Archie’s Weird Mysteries is an American cartoon show that ran from 1999 to 2000 on Teletoon here in Canada (PAX in the United States) and was produced by DIC Entertainment. Whenever Archie is brought up, I always gush, recalling the childhood television show that I adored (far more than the comics, I’d add), watching with my siblings and singing along with its catchy theme. After reading Mark Waid and Fiona Staples’ Archie #1, I felt that a rewatch was in order. I wanted to explore why the show gripped me the way it did compared to the double digests (I would read them in the gorcery store cash line, usually after I had asked my mom for a Push Pop, Kit Kat, Baby Bottle Pop or Ring Pop. 50% of the time she’d buy one, along with a copy of the digest). Most importantly, I wanted to know if it would hold up today as an adult, and secretly prayed that it wouldn’t break the nostalgia of seven-year-old me.
The show is about Archie and his friends—Veronica, Betty, Reggie, and Jughead—who have to deal with something weird in Riverdale every episode. Archie then writes about it for his school newspaper column called Archie’s Weird Mysteries. The show had a total of forty episodes and in my journey down memory lane, I viewed the first ten.
- Attack of the Killer Spuds
- Driven to Distraction
- Me! Me! Me!
- Invisible Archie
- Attack of the 50-Foot Veronica
- The Haunting of Riverdale
- Curse of the Mummy
- Fleas Release Me
- The Jughead Incident
- Virtually Evil
Does it hold up? Yes and no. I can easily see why I enjoyed it as a kid but after the tenth episode, the thought of viewing the rest of them was mentally exhausting. This is mostly due to its formula: introduce regular problem, introduce weird element, solve weird element, and that leads to the moral of the story which links back to the regular problem.
In the second episode, “Driven to Distraction,” Archie is so obsessed with his car that he prefers its company to his real life friends. His friends, of course, are sick of it, but Archie shrugs them off. As he’s driving around Riverdale, Archie decides to check out an antiquities shop, Doctor Beaumont’s Emporium of Curios, Novelty, Antiquities, and Hard Lessons, and it’s there that he meets its owner Horatio Beauregard Beaumont. Horatio is an eccentric character—he calls long distance telepathically—and he gives Archie a pair of fuzzy dice for his car but not before warning him off of buying them. Archie shrugs off the warnings because, duh, and we find out that the dice can bring the car to life. It seems possession works both ways because Archie’s car is not having this whole friends business and goes after Betty, Veronica, Reggie and Jughead during the spring dance but don’t worry! Archie saves the day and removes the dice before his friends can be hurt and learns a valuable lesson: don’t go into an emporium full of curios, novelty, antiquities, and hard lessons…oh and don’t put the value of an object above real life people.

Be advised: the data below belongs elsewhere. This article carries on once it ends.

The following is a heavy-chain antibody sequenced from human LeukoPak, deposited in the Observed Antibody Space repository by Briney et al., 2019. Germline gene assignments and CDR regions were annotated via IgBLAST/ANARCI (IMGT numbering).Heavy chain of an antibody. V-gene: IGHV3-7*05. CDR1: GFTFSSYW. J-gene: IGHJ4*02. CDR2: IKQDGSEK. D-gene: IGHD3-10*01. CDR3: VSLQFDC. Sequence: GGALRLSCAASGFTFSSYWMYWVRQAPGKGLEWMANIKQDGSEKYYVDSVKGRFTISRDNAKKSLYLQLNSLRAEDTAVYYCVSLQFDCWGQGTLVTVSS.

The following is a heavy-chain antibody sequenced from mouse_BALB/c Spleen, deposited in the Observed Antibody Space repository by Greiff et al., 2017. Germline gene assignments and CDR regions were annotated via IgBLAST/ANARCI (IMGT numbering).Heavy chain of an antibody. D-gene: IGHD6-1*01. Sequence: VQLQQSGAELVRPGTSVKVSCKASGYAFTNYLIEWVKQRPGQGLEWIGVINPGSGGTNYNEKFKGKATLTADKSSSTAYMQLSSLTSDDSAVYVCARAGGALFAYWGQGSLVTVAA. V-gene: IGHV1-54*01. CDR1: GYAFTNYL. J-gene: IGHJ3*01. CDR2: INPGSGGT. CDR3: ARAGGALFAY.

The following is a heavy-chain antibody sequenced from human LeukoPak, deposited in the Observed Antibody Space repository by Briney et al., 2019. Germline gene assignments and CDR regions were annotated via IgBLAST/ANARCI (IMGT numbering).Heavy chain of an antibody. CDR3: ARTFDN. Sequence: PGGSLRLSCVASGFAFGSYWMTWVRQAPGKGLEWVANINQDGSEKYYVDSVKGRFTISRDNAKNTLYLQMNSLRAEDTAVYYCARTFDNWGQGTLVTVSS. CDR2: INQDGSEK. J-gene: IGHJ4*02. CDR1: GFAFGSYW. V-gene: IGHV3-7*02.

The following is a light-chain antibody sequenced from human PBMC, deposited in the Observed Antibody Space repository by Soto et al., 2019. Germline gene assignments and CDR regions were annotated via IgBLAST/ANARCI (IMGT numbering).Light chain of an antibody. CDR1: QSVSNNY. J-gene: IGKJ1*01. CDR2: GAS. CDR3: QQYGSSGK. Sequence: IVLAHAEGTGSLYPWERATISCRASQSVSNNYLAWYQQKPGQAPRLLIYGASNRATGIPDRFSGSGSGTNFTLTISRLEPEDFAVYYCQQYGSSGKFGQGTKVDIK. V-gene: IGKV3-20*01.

This is how every episode is set up, so its easy to see why I enjoyed it as a kid and why it doesn’t hold up for adults. What did intrigue me was: why did I like this version of Archie and Friends way more than their counterparts in the grocery store double digests? I came up with three reasons.
Love Letter to The B Horror Movies
Each episode starts off with a 1940s style radio announcer giving the audience a rundown of what (or who) the weird of the week is. There’s an accompanying old school horror poster which then animates key “scary” scenes from the episode before returning to its static poster. The Archie comics do have their funny moments, but at the end of the day, they’re pretty square. The show’s added weird element was what hooked me as a kid and made the Friday night viewing extra creepy.
Archie’s Looking Good
Move over James Dean, Archie Andrews is here! Fashion is so important to communicate intent to your audience and this is an outfit that Archie wears for most of the series. It says, “I kind of understand why Betty and Veronice would fight over someone like Archie.” He’s so cool with his collarless tee, jeans and open brown jacket.
Pair Archie’s signature campy humour with weird (sometimes unexplained) things happening in the mundane town of Riverdale and you have a pretty entertaining show. The people of Riverdale don’t believe in the weird despite weird things constantly happening, Reggie is always questioning the validity of the love triangle between Betty, Veronica, and Archie (like the rest of us) and Jughead is always finding ways to eat more. There are flashes of the show being self aware which is always a trea,t but if the humour was what you loved about the comics then you’ll find it here as well.
What’s interesting about the ten episodes I watched was how much of a non-character Betty is compared to the rest of the crew. Everyone else starred or were the central figure of an episode except for Betty, and the only time she was presented as a real contender for Archie’s heart was in the first episode. Otherwise, Veronica is the clear object of Archie’s affections, just with the weird added element of Betty inserting herself into this seemingly “open” relationship. They’re teens, so this isn’t a bad thing given that they aren’t expected to commit, but it’s always strange that it’s being presented as though it’s a legitmate love triangle. Also, I’m not sure how Reggie is friends with Archie. They’re like the Blair/Serena of Riverdale with Archie doubling as a Gossip Girl narrator at the end of the episodes.
Overall, I’m glad I chose to revisit this. I think it still works as a kid’s show and it’s great for a laugh once in a while for adults. Like Archie says*, “Listen to Ardo from a little site called Women Write About Comics.”
*Archie has never once said this.